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FGC welcomes folic acid decision

Media release from NZ Food & Grocery Council

FGC welcomes folic acid decision

The NZ Food & Grocery Council welcomes the Government’s decision to not mandate folic acid fortification of bread but to maintain the voluntary regime.

“In our view this is the common sense way to treat this issue and preserve consumer choice without dosing every single loaf of bread,” Food & Grocery Council (FGC) CEO Katherine Rich said.

“It’s the right thing to do, based on the current science, which is increasingly not clear. And as long as that is the case, it doesn’t make sense to mandate fortification and effectively expose every man, woman, and child by artificially raising levels of folic acid in an attempt to reach a small number of women.

“New Zealand is not alone in having second thoughts about mandatory fortification. Ireland and the United Kingdom have done the same and currently no developed European country has mandatory fortification of folic acid in all bread.

“There is enough evidence to suggest our folate levels have increased considerably under voluntary fortification and that with more time to continue this work that trend is expected to continue.

“The food industry supports the Government’s aim of improving folate levels in women of child-bearing age.

“In the two years since the implementation of the voluntary programme, bread manufacturers have shown they are serious about improving folate levels. The last report to the Ministry for Primary Industries showed that some 34 lines of packaged breads were fortified, meaning there is plenty of choice for consumers.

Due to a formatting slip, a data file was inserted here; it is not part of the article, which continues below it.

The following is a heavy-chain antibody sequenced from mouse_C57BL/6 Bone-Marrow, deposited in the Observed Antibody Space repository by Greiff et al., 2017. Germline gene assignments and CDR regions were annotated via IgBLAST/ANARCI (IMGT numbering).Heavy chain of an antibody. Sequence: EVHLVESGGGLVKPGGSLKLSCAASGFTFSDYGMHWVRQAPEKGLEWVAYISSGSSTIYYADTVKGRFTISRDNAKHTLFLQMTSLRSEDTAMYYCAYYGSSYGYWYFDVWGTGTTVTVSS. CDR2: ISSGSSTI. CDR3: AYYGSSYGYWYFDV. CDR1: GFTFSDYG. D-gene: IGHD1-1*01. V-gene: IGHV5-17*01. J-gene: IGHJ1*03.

“But FGC’s baking members say they will continue to work on expanding that, despite the technical difficulties of getting the target levels of folic acid in bread exactly right.

“The issues surrounding folic acid have always been the impact on the rate of neural tube defects , the impact on the target population, the impact on other groups in the population, and the impact on consumer choice. An independent report commissioned by FGC and the NZ Baking Industry Research Trust has made some significant findings on those impacts.”

That report, and further advice, found:
• Folate levels in New Zealand women are as good if not better than those of women in the United States after mandatory fortification was introduced there.
• The folate status in the United States appears to be sufficient to prevent all folate-sensitive neural tube defects.
• Fortification may prevent, conservatively, up to six neural tube defect pregnancies each year in New Zealand, but the report suggests that given the significant reduction of folate-sensitive neural tube defects over the past two decades, the current rate is probably at a ‘floor level’.
• There is a potential for harm to small subsets of the population from consuming too much folic acid.

“This report should put New Zealanders’ minds at rest that the Government’s decision is the right one, that there is a good level of folic acid in the food supply, and that voluntary fortification is working, providing a suitable level,” Mrs Rich said.

The report, by Professors A. David Smith of Oxford University and Helga Refsum of the University of Oslo, as well as FGC’s submission to the Ministry for Primary Industries on fortification, can be viewed on FGC’s website: www.fgc.org.nz/issues

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